Identifying Dependent and Independent Variables
Identify the dependent and independent variables in the following cases.
Practice with Dependent and Independent Variables
Exercises with dependent and independent variables, understanding control and experimental groups.
The way to show that a hypothesis is true or false is to design and complete an experiment.
Identifying Control and Experimental Groups
Identify the control and experimental groups in the following cases.
Practice with Control and Experimental Groups
Exercises with control and experimental groups.
The control group does not get the factor being tested. The experimental group does get the factor being tested.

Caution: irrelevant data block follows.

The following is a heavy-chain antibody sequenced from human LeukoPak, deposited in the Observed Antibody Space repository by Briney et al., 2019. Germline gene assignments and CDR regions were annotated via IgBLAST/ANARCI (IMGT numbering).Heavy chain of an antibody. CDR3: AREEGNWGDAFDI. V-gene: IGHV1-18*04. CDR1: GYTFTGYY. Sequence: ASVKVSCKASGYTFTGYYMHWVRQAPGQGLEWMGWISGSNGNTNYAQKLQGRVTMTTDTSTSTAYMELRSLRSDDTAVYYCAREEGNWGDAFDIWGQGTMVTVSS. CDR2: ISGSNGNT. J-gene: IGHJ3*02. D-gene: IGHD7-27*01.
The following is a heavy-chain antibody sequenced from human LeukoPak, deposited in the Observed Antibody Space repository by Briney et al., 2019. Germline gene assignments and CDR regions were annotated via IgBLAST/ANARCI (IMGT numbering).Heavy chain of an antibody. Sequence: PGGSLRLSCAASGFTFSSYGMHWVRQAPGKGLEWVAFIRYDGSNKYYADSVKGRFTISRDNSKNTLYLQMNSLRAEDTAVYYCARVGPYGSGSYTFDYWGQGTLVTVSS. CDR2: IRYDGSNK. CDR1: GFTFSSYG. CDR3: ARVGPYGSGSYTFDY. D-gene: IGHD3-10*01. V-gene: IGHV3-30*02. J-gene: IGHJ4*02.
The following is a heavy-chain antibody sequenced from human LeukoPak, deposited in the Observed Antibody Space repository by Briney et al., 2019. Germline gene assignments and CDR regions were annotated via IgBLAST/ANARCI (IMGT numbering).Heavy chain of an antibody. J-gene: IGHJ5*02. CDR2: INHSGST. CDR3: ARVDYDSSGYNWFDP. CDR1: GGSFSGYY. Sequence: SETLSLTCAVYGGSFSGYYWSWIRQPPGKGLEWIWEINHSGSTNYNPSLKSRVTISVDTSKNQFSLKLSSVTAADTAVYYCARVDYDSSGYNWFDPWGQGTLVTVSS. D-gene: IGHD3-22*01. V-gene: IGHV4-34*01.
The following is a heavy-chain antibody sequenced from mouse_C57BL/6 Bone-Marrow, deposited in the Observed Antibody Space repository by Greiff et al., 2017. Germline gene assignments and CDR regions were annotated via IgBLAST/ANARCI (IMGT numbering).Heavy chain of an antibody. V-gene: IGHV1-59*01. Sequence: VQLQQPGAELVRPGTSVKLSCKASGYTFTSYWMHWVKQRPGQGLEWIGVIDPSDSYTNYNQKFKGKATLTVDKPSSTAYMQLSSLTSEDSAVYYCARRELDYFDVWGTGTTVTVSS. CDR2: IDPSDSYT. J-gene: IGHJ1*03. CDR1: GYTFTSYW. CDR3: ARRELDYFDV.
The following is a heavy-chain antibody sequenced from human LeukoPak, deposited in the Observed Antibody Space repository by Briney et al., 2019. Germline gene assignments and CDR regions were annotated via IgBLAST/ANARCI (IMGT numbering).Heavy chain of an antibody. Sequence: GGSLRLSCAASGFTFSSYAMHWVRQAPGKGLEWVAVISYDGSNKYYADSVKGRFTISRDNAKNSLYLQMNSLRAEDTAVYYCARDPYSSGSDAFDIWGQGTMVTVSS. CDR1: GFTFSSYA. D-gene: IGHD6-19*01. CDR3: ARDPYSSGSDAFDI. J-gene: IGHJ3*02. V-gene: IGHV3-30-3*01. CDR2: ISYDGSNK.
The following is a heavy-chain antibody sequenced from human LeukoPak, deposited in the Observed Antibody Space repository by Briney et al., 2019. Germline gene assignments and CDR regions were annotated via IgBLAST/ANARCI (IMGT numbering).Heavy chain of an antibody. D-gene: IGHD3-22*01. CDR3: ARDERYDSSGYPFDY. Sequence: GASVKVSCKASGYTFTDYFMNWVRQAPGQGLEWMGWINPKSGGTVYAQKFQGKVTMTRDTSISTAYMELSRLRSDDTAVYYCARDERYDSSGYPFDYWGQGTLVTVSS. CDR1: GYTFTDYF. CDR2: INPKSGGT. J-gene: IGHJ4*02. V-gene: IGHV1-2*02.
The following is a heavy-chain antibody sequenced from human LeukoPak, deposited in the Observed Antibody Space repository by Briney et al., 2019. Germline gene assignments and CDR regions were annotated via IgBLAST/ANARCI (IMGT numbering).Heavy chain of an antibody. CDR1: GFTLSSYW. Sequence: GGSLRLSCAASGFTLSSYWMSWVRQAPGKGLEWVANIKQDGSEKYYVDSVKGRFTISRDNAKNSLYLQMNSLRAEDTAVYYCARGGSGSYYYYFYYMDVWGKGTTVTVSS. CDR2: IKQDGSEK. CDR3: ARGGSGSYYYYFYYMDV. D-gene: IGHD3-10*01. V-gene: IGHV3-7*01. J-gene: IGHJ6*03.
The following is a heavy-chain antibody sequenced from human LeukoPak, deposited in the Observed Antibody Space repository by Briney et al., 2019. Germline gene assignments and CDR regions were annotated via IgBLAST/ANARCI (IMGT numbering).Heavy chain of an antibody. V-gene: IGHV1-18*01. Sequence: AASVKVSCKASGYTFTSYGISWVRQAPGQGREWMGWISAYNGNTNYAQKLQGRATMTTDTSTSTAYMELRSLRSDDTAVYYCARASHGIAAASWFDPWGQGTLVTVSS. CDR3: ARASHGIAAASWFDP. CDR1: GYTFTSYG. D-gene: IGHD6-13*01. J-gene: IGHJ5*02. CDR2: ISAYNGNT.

Writing Experiment Conclusions
The conclusion gives a snapshot of what you accomplished so it contains summary information about the experiment as well as the conclusions.
Identifying Experiment Conclusions
Write one sentence to the right of the graph that summarizes what the data shows in each of these experiments.
Practice with Experiment Conclusions
Exercises with experiment conclusions, exercise set one.
Researchers at Pur-Rite Pharmaceutical Company also developed a new additive for cattle feed that they hope will cause beef cattle to gain weight faster so they can be sent to market sooner.
Exercise Set Two
The executives in charge of advertising for Big Spill brand of paper towels want to advertise that Big Spill towels absorb twice as much water as Good Buy brand.
Exercise Set Three
In a taste test consumers preferred Healthy Meal brand frozen enchilada dinner over the other best-selling brand.